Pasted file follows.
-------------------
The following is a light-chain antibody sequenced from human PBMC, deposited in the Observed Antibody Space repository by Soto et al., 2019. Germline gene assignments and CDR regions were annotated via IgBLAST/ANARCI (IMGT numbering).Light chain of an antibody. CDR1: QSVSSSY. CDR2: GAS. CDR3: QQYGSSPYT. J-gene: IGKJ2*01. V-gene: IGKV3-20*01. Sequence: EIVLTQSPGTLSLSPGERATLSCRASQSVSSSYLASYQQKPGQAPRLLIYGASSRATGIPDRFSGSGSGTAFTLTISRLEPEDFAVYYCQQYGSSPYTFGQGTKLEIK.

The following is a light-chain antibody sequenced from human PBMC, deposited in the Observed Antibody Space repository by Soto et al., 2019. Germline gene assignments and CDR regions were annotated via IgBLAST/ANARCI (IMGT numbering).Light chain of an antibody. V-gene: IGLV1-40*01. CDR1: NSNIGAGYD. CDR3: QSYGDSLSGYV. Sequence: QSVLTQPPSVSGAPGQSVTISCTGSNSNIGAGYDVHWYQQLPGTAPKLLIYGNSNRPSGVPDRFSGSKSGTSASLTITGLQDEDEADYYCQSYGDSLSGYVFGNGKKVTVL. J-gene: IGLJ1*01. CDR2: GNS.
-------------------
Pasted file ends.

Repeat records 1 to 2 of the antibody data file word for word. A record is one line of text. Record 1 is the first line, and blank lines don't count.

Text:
The following is a light-chain antibody sequenced from human PBMC, deposited in the Observed Antibody Space repository by Soto et al., 2019. Germline gene assignments and CDR regions were annotated via IgBLAST/ANARCI (IMGT numbering).Light chain of an antibody. CDR1: QSVSSSY. CDR2: GAS. CDR3: QQYGSSPYT. J-gene: IGKJ2*01. V-gene: IGKV3-20*01. Sequence: EIVLTQSPGTLSLSPGERATLSCRASQSVSSSYLASYQQKPGQAPRLLIYGASSRATGIPDRFSGSGSGTAFTLTISRLEPEDFAVYYCQQYGSSPYTFGQGTKLEIK.

The following is a light-chain antibody sequenced from human PBMC, deposited in the Observed Antibody Space repository by Soto et al., 2019. Germline gene assignments and CDR regions were annotated via IgBLAST/ANARCI (IMGT numbering).Light chain of an antibody. V-gene: IGLV1-40*01. CDR1: NSNIGAGYD. CDR3: QSYGDSLSGYV. Sequence: QSVLTQPPSVSGAPGQSVTISCTGSNSNIGAGYDVHWYQQLPGTAPKLLIYGNSNRPSGVPDRFSGSKSGTSASLTITGLQDEDEADYYCQSYGDSLSGYVFGNGKKVTVL. J-gene: IGLJ1*01. CDR2: GNS.